Raki Versus Ouzo

Local spirits – every country has its own, notably Raki and Ouzo. In Germany this is Schnapps, in America it’s bourbon, and in Italy it’s Grappa. So, when it comes to great Greek national liquors, there’s only one possible choice; Ouzo.

Or is there?

Thanks to its geographic position, Raki has become another popular tipple in the country, influenced by its neighboring countries. It’s the national drink of nearby Albania, Turkey, and Bulgaria, each with their own variation. And of course, not forgetting the Greek island of Crete, where Raki, which goes by the moniker ‘Tsikoudhia’.

Let’s find out more about each of these punchy liquors.


What is Raki?

Raki is an extremely potent spirit, usually 90% proof, and is a ‘brandy’ made from grapes.

It typically derives from grape pulp skin – however, some countries have been known to use raisins and figs too. Sure, it’s noted for its distinctive taste from the anise flavoring, some say very similar to Ouzo and Pastis.

Widely consumed throughout the year, Raki is often presented as a digestif after eating. Unless you’re a seasoned Raki aficionado, the clear liquid is mixed with water to create a milky consistency – in Turkey they call it ‘Lions milk’!

Due to its high potency, Raki (mixed with water) is enjoyed slowly with small steady sips.

For fans of the drink, the World Raki Festival takes place in December in Adana, Turkey.


What is Ouzo?

Indeed, the most famous Greek beverage outside of a Greek coffee, Ouzo is synonymous with a trip to Greece. Most of us have bought tiny souvenir bottles home as a keepsake, or gifts for family and friends – others have been brave enough to try it first-hand!


Yes, Ouzo has a long tradition that dates back to the 14th century. Although it wasn’t until the turn of the 1900s, that it became distilled into the drink we know it today. It was first made in Tyrnavos in Thessaly.

Produced in copper stills, the alcohol is mixed with water and aniseed as well as popular Greek spices, to create its famous taste.

Typically, around 35-45% proof (sometimes stronger). Ouzo is a strong alcoholic beverage that is best enjoyed watered down – especially for beginners. Although it can be sipped straight (as many Greeks do), it is o to add some water to dilute the spirit, until it becomes cloudy white. If you’re a fan of aniseed flavor, this has the unmistakable tones of black licorice. It’s a taste that can take some getting used to for novices.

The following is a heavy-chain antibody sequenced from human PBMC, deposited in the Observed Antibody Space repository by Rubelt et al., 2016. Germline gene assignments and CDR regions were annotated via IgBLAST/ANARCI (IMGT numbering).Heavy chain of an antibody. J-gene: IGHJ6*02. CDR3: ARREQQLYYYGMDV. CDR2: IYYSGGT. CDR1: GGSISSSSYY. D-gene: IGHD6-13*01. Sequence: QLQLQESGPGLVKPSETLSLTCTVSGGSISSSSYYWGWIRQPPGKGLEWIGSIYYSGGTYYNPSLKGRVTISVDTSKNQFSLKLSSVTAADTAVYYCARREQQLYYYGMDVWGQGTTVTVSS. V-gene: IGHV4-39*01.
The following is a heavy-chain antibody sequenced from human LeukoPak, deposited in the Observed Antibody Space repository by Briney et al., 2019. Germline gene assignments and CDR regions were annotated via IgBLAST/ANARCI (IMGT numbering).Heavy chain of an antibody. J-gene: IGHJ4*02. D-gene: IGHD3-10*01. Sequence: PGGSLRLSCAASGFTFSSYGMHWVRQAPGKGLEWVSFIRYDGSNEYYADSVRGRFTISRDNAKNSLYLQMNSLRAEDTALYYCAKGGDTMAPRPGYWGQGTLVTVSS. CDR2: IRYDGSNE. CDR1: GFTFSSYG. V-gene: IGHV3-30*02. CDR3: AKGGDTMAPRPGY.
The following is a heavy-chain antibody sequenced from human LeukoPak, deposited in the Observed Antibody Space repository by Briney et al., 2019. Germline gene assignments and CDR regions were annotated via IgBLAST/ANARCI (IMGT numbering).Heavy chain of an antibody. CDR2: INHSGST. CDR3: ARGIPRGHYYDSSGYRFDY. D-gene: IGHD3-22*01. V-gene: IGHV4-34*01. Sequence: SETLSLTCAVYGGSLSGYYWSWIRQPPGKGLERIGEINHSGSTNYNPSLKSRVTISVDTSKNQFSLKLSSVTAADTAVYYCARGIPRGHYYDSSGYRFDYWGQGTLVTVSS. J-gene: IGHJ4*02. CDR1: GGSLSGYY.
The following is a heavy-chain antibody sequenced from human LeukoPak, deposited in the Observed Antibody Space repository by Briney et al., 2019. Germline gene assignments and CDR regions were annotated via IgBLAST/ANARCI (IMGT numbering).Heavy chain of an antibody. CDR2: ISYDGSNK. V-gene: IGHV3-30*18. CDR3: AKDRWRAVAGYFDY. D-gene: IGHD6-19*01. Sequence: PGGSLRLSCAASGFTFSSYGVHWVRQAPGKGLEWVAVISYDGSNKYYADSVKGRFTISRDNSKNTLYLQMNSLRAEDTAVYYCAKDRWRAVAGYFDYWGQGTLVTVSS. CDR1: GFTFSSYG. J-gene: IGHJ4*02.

Ouzo tends to be a summertime drink, quaffed slowly alongside mezze (Greek tapas) and fish dishes. For those with a taste for it, there are some famous ‘Ouzeries’ to sample across the country. There are more than 300 different types of produces to look out for, including; Barbagiannis, Mini Mytilinis, and Tsantali.



The beautiful island of Lesvos (Mytilini) is the main hub of commercial ouzo production. It accounts for at least half the country’s exports – from a whopping 17 different distilleries.

There are various distillers in Crete dedicated to the output of Raki. This includes the famous Kedria golden distillery. To learn more about the great flavors of Crete, including its Greek Mezes, book a private food and wine tour.


What’s the main difference between Raki and Ouzo?

From the above, it’s easy to mistake the two Mediterranean liquors. However, there are some key differences when it comes to Ouzo versus Raki.

First of all, Ouzo is a drink that hails from Greece, while Raki has its origins in Turkey.

Yes, the distillation process for both is similar, using pulp grape to produce a distinct aniseed flavor. But, the alcoholic volumes differ.

The main difference is that Raki tends to be much, much stronger than Ouzo. It is often 90% proof, nearly twice that of Ouzo. And if you can’t see it, you can certainly taste the difference!

If you want to know more about local spirits, check out our Chios’ guide.

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